3. TALK TO SOMEONE! If you’re struggling to make sense of a situation, how someone’s spoken to you or how it’s made you feel, then speak to someone. Whether it’s a colleague, a friend or a family member, validation that how you’ve been treated was wrong can be a huge weight off your shoulders. From my own experience, I can definitely say speaking to close colleagues was my greatest relief. You can always expect support from family or friends but a colleague confirming that they’ve shared or observed your harassment can be unshackling.

4. YOU’RE NOT ALONE! Whilst at first, this statement reassured me… it now repulses me. If you are a female reading this now, I can guarantee you have at least one story to tell about when a man has harassed you. My first memory of harassment is walking to middle school with friends at only ten years old and experiencing the classic building site leering from men old enough to be your grandad. This has only worsened with age where I’ve experienced being touched inappropriately in night clubs, followed home from work, cars following me walking to university. Whilst the abhorrence and rejection of this behaviour is improving, it’s still very much alive in our society today.

5. BE BRAVE! Perhaps the hardest and most difficult statement to employ. It took me 12 months and copious amounts of convincing and reassuring to come forward and share my experience but it’s the best thing I could have done. My bravery hasn’t just saved myself from further harassment but the other females in my vicinity and the females who may have crossed paths with this person in the future. Feminist Maya Angelou was quoted saying “Each time a woman stands up for herself, without knowing it possibly, without claiming it, she stands up for all women.”, a statement which I repeated to myself frequently throughout the harder times.

6. TIME IS A HEALER! This I can both promise and hope. Each day is better than the last and I am slowly feeling more confident and happier in myself again. However, I can also say I’m not fully there yet and that’s ok. My experience of harassment left me feeling hateful towards myself, mistrusting of my capability across all elements of my life and in general just… sad. Anyone who knows me personally will know that these feelings are completely foreign for me which is perhaps why it hit me so hard. My advice: find something you love to do and do something that makes you feel stronger. That can be different for everybody but for me, this was returning to university and studying a master’s degree. Returning to education and feeling like I’m good at something again has done wonders for my mental health and I can only see it improving with time.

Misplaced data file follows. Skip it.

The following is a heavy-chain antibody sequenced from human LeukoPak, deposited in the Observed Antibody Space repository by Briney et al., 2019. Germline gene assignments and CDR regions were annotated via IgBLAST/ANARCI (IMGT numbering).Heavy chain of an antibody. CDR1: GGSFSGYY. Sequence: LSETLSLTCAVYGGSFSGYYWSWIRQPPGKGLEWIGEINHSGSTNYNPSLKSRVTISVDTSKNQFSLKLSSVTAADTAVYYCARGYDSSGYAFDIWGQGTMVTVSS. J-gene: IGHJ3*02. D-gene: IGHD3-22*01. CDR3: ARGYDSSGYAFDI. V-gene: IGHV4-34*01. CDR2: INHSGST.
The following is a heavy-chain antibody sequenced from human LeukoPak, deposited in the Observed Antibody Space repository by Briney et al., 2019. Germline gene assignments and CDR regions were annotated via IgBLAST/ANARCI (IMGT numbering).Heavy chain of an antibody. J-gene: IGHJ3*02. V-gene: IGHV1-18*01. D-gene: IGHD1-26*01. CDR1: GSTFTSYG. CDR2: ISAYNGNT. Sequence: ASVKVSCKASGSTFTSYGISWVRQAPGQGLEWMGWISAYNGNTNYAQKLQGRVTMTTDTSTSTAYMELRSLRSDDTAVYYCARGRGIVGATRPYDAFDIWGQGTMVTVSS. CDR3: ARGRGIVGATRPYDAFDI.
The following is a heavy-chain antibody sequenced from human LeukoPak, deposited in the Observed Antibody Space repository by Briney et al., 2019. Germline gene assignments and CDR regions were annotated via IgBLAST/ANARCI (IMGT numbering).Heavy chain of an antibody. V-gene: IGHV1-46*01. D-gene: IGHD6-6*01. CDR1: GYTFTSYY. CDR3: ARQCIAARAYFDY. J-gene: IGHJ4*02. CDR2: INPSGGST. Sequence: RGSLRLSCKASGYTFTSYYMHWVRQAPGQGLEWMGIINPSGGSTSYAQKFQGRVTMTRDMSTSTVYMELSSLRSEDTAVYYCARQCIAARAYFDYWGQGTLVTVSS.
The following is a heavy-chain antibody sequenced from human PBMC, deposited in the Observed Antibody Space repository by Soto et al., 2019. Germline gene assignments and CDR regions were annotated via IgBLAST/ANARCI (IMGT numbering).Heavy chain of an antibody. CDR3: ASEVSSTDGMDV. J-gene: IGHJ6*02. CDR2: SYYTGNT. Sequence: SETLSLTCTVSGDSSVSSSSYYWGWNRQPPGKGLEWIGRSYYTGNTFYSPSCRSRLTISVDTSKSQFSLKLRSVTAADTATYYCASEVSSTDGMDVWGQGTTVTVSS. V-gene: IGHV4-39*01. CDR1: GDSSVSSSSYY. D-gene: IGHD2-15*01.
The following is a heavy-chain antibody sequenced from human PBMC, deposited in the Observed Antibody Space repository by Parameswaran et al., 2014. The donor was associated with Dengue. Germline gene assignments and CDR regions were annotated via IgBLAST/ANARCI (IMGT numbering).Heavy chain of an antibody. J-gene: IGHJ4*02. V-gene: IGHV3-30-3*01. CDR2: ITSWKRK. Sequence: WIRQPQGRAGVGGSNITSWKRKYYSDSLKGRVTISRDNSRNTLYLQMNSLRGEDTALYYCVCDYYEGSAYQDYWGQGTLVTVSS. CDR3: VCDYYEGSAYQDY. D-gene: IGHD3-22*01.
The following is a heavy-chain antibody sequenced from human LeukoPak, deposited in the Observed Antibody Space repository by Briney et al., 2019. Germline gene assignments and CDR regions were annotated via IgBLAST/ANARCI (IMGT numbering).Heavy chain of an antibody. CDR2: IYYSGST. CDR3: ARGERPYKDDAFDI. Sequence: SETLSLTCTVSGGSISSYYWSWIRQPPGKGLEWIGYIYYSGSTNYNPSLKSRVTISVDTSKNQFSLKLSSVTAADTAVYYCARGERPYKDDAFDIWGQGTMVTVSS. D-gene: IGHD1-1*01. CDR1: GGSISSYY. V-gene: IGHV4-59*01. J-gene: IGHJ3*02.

Perhaps we are living in a modern world where sexual harassment and misogyny is increasingly frowned upon, but it is incredibly naïve to believe that the fight for equality is over. I am in a position now where I am grateful for the hardships, anxiety, and pain that my harassment caused me because it’s inspired me to now fight harder for equality. It has inspired me to work towards a management role so I can ensure no female or male employee can ever feel like they’re being treated unfairly because of what sex they were born as. My final piece of advice to anyone suffering and unsure of what to do: Your voice is your greatest weapon, use it.